The automotive world turned modern societies on their heads with the advent of propulsed mechanical transportation over 100 years ago. The very first vehicles were in fact electric, yet then morphed into internal combustion engine models as that technology developed far quicker than did battery storage. Electric could simply not compete, and thus began the first transformation in the automotive industry.
After over sixty years as the dominant method of propulsion, companies began to experiment with two important issues in the automotive world. One was the issue of gas efficiency. Struck by the oil embargo following the Arab-Israeli war, car makers were ordered to make their vehicles more efficient, in order to reduce dependency on foreign oil. Second was the issue that people were maxing out their bank accounts and living on credit. No longer willing to fully pay for a depreciating asset up front, the automotive industry again evolved into a financial model vs a manufacturing model. It outsourced much of the manufacturing to third parties while become purely a finance, marketing, design and final assembly set of companies.
Enter the resurgence of electric, as battery technology began to be the recipient of much attention and funding. A couple of false starts with EV1 by General Motors and others, led to Toyota launching its Prius and Camry lines with batteries capable of a few kilometres at a time. This was then followed by Nissan launching the very first mass-market electric vehicle, while GM answered with its range-extended Volt.
The next disruption came at the hands of a company that nobody knew before, simply because it didn’t exist…Tesla. Having visited the Tesla factory in early 2012 in Fremont, California, I was very impressed by how “non automotive” my whole visit was. For all I knew, the robots could have been building fridges instead of cars. The office was more in line with modern technology company “open office” concepts than any of the ones I had visited in 2009-2011 in Detroit during the days I worked for another start-up I had co-founded in Michigan. This felt different and I knew they were going to do incredible things.
As with everything else, disruption is not welcomed by all. This is a car which has no universal joints, ball joints, muffler, radiator, oil nor fuel required. It just is so radically different that most automotive veterans will recognize few pieces of it when its brought down to its chassis level (as one can see in many Tesla showrooms). Oh and yes, lest I forget…there are no dealerships. Tesla owns 100% of its network in most countries (with very small exceptions in smaller Asian countries where it just doesn’t pay). So not only a radically different car, but a radically different way of “selling”.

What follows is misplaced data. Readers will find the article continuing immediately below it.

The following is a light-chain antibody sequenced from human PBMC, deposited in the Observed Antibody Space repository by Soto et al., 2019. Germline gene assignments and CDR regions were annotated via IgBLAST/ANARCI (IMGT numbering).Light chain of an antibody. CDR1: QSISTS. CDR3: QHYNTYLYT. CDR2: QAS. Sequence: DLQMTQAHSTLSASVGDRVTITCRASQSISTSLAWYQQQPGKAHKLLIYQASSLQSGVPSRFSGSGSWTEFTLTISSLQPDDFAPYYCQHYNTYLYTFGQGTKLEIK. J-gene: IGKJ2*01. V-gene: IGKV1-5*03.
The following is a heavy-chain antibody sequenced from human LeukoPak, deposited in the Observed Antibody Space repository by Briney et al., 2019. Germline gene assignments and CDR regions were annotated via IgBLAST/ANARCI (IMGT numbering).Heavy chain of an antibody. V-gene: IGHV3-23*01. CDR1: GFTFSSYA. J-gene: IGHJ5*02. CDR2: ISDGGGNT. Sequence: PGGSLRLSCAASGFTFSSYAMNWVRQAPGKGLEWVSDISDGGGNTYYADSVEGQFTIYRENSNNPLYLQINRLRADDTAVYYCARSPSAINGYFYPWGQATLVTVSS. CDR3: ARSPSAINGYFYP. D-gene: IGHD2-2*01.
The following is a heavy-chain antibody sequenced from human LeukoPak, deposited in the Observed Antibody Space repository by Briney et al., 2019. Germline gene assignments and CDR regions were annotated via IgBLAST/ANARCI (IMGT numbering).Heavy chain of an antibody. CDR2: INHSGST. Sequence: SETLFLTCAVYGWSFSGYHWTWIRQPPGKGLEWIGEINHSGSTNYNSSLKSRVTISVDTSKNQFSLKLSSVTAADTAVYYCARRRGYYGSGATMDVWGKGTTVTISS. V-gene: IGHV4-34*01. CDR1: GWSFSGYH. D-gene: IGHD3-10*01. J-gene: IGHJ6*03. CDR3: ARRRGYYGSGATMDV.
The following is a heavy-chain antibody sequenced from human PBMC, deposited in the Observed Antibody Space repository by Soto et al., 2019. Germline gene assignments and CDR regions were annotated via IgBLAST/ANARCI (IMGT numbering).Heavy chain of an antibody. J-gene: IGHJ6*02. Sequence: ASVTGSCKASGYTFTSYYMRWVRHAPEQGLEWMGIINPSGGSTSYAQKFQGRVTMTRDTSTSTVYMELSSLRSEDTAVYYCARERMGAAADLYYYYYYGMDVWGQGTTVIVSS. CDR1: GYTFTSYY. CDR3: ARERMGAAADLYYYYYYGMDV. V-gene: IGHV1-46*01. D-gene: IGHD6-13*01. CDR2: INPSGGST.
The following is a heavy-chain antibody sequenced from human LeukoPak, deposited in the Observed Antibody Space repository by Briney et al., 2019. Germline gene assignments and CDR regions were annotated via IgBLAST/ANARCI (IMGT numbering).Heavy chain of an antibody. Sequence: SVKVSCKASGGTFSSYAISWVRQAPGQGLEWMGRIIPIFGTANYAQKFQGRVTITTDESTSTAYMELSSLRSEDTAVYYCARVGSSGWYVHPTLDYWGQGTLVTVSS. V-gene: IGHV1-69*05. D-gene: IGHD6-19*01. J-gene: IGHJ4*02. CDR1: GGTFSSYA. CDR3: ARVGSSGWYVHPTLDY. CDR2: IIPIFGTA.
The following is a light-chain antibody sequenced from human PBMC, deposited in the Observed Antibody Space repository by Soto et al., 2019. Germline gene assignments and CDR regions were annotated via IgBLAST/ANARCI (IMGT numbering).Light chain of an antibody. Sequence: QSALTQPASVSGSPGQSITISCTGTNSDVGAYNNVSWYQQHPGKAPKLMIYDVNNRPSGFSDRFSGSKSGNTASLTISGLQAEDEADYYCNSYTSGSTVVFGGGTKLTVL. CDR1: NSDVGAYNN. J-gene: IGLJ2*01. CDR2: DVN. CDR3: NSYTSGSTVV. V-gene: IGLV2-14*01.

As Tesla was launching, so were new services named “car sharing”. Essentially, the millenial generation asks itself which it would rather invest in…a lease for five years or a vacation NOW and for every year! It sees cars as a service, and so reacting well, service companies such as Car2Go, DriverNow, Communauto and others launched to satisfy that market niche. Next came UBER, initially as a “people delivery service”, and now we see them naturally moving into areas of former “fedex” territory for parcel transport.
So the entire automotive world is being challenged by two factors: a move towards more environmental technologies and a definition of transport as a service rather than an asset.
We will continue to see evolution in each of these segments and at some point, energy will be brought into the mix. An electric car uses 80% of its energy to move it. A gas car, only 30% at best. The rest is spent heating, cooling or just staying still. The move towards greater efficiency isn’t only in time management, its also in how we manage energy.
As we see this move, look towards two distinct changes. For one, car companies will own their showrooms and use dealers as service centre providers. Since dealers hardly make any money selling cars, they will accept to be this so long as their territory is protected. Second, you will see energy companies partnering with car makers to be able to employ the huge amount of energy stored in vehicles for all sorts of uses to help their power grid health and thus further minimize the need for fossil fuel generation.
This is not your father’s Chevrolet (to coin the phrase in many ads). We are about to see transformation in the automotive world no less radical than when gasoline took over from electric. On a personal note, its sweet to see this happening during my living days, and I’m proud to say that by the end of June, my visits to the gas station will be fewer and far between.